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How to Achieve Humanitarian Aid and Sensible and Humane Immigration Laws

by Rabbi Jonathan Biatch

The Adelanto Detention Center facility is seen in a file photo. (Credit: Los Angeles Times)

Dear fellow members of the Temple Beth El community,

Our hearts ache to see the deplorable living conditions imposed upon immigrants and refugees—and especially the hundreds of children—who have been held in detention camps along our nation’s southern border.

Reports of their going without soap for hygienic purposes, of their sleeping on cold concrete floors with only a foil thermal blanket for a cover, of their receiving inadequate medical care and insufficient nutrition, stun the mind.

We as a nation can act better than this, especially toward those who wish to come to our country seeking a life of liberty and possibility, just as our Jewish ancestors did in the last 150 years, and as did our secular ancestors who came to our shores before the establishment of our country.

Please see below for a list of resources for education and action at this critical time in our nation’s history. This list was lovingly put together by our Social Action Committee and our Urgency of Now Immigrant Action Team, and I am deeply appreciative of their efforts.

Our nation has the potential for acting in great and humane ways. Let us help our elected officials recall that potential at the crucial moment in time.

Faithfully,

Rabbi Jonathan Biatch

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How to Achieve Humanitarian Aid and Sensible and Humane Immigration Laws

 

Children should not be dying at the border. The United States needs an immigration policy that combines border security, justice, and humanity. The stalemate on immigration is a choice that Americans do not have to accept. You can help end it.

 

Here’s how:

Learn: Here is a set of immigrant rights resources compiled by our Temple Beth El Urgency of Now Immigrant Action Team:

https://docs.google.com/document/d/10ENai1QecN5fF9VgCoJngZS1VHxbgqkhtJCZxniNO-4/edit

Call Congress, your mayor, and your local representatives. Contact your members of Congress and tell them that you want impending raids by Immigration and Customs Enforcement to be called off and detention conditions improved:

Tammy Baldwin – www.baldwin.senate.gov, 202-224-5653

Ron Johnson – www.ronjohnson.senate.gov/public, 202-224-5323

Mark Pocan – www.pocan.house.gov, 202-225-2906

You can also reach out to your local officials to ask that they initiate plans to help immigrant communities that are affected by the raids. The government website usa.gov provides links to finding your city, county, and town officials.

Report and document raids and arrests. The National Immigration Law Center has suggested reporting raids to local hotlines, such as United We Dream’s MigraWatch.  The Refugee and Immigrant Center for Education and Legal Services [RAICES] has urged that people verify any social media posts saying ICE has been spotted before sharing or retweeting them because false alarms could spread fear in immigrant communities.

 

Donate to humanitarian efforts. Many immigrants are not informed of their legal and civil rights as they pursue asylum or face deportation. Several nonprofits are providing free legal representation and other services for immigrants and the families of those detained. United We Dream, the American Civil Liberties Union, Mijente, Immigrant Families Together and the Immigrant Justice Corps are coordinating advocacy and services at a national level. Local organizations providing legal aid include the New Sanctuary Coalition in New York, Las Americas in El Paso and RAICES in Texas, Americans for Immigrant Justice in Florida and the Denver Immigrant Legal Services Fund in Colorado. Locally you can help through Together and Free, supporting a local Honduran family, and the Dane County Immigrant Assistance Fund, supporting local undocumented immigrants and asylum seekers. Please check online to see how to make contributions.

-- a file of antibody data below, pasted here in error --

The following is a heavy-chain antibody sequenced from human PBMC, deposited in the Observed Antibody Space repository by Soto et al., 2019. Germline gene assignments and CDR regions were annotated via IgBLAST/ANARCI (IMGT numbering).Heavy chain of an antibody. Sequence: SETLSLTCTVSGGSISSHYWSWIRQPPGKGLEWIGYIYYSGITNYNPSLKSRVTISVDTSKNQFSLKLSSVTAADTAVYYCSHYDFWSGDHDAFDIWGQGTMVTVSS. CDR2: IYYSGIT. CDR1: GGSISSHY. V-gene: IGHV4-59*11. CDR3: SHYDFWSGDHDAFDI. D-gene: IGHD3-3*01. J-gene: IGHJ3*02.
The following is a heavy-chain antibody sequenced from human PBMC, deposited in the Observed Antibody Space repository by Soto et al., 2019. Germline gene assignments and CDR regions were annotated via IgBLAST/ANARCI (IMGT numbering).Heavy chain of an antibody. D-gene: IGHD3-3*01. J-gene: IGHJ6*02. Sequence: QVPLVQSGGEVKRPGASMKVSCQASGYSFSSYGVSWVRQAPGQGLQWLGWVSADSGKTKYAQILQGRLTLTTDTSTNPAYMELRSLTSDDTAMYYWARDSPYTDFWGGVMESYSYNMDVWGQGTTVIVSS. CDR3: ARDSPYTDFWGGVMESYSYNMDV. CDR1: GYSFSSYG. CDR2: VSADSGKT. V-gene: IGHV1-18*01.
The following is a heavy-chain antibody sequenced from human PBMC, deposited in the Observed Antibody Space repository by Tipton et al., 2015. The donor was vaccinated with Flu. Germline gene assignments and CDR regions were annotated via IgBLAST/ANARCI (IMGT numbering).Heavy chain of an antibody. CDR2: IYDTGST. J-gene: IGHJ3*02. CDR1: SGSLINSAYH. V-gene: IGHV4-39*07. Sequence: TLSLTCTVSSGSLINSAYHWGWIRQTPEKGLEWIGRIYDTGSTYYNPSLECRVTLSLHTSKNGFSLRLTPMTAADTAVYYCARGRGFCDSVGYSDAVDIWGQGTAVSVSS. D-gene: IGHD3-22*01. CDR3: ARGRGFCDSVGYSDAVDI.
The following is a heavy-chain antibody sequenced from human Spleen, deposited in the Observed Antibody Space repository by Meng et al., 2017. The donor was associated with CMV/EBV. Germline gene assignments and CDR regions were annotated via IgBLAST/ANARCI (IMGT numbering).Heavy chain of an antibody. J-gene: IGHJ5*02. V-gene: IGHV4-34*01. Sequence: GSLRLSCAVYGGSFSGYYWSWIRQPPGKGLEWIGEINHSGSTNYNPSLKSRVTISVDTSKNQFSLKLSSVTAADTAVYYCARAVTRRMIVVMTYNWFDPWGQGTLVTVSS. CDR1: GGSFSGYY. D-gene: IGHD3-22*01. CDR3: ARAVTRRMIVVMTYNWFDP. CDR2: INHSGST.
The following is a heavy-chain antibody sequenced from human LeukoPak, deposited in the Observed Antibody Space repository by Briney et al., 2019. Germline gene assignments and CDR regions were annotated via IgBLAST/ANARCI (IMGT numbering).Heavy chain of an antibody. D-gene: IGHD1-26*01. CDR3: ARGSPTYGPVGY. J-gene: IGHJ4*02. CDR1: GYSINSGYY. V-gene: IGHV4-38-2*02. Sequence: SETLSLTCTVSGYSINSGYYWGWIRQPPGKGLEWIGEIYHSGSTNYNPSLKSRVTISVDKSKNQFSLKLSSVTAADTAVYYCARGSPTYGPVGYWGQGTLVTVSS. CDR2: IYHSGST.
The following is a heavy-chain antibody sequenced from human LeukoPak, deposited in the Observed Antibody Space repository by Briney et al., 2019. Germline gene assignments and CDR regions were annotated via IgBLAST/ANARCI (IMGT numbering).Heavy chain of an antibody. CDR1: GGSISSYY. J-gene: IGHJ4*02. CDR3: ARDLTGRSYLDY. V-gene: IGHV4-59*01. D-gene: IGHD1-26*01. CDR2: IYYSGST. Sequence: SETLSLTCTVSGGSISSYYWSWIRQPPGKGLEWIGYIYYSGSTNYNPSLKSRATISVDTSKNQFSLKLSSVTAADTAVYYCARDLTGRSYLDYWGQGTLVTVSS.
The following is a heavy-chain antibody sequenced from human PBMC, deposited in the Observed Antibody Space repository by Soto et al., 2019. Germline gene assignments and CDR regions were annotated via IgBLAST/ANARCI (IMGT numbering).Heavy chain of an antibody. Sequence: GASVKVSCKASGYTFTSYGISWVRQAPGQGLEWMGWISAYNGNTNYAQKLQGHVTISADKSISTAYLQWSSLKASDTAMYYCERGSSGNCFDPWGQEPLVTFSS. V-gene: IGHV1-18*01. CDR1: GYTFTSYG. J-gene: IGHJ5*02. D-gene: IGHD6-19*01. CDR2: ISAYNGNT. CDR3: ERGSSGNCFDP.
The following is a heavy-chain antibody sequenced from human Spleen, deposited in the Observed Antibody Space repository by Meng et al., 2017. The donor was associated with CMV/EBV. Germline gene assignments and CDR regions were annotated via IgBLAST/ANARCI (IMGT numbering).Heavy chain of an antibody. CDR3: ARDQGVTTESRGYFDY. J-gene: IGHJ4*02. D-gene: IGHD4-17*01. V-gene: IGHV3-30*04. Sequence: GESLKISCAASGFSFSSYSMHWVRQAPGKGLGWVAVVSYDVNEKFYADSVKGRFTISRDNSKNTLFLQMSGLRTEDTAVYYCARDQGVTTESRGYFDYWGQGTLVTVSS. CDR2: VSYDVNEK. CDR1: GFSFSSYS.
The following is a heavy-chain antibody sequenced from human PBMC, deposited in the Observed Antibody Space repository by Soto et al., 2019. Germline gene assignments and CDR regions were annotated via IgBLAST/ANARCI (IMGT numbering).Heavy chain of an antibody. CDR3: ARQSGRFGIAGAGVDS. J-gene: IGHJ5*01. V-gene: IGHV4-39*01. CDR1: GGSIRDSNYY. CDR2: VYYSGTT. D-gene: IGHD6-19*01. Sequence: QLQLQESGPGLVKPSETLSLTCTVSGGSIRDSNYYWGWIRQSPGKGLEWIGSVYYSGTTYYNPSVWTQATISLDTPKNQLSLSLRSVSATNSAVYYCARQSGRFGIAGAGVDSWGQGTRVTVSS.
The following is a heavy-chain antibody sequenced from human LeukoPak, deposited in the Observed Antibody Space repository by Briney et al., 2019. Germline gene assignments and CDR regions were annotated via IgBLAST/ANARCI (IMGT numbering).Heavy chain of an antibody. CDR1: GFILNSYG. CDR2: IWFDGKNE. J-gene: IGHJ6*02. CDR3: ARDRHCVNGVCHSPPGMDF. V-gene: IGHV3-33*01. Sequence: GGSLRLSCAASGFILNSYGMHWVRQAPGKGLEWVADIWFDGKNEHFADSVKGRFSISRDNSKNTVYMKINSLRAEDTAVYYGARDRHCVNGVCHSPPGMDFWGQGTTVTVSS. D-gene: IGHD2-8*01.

Pilar Weiss, project director of the National Bail Fund Network, says one of the most effective ways to reunite immigrants separated from their families is to assist with paying their bail, which can cost anywhere from $1,500 to $80,500. You can find and donate to a bail fund in your city through the National Bail Fund Network.

 

Inform yourself and your community. The A.C.L.U., which joined forces with Brooklyn Defender Services, has shared a “Know Your Rights” page for encounters with ICE. It has also provided a video to help understand your rights and what to do if ICE officials come to your home.

 

This coming Sunday, June 30, 2:00–4:00 pm, come to a “Know Your Rights” seminar here at Temple Beth El. For yourself, or for your work in the future with the Dane Sanctuary Coalition, understanding your role and responsibilities is crucial.

 

Hold political candidates accountable. While the presidential primaries are at least seven months away, you can prepare to cast your ballot for a more humane border policy by following what each candidate has shared about his or her plans for immigration reform.

Speak up. Protest marches and other civic actions to end detention camps and squalid conditions for children and families are expected across the country in the coming weeks. You can also take part in Lights for Liberty, a nationwide vigil on Friday, July 12. The location for the vigil in Madison is at Brittingham Park, 829 West Washington Avenue, 7:15–9:15 pm.

Adapted from the New York Times, Opinion, June 24, 2019.

 

 

September 16, 2019 16 Elul 5779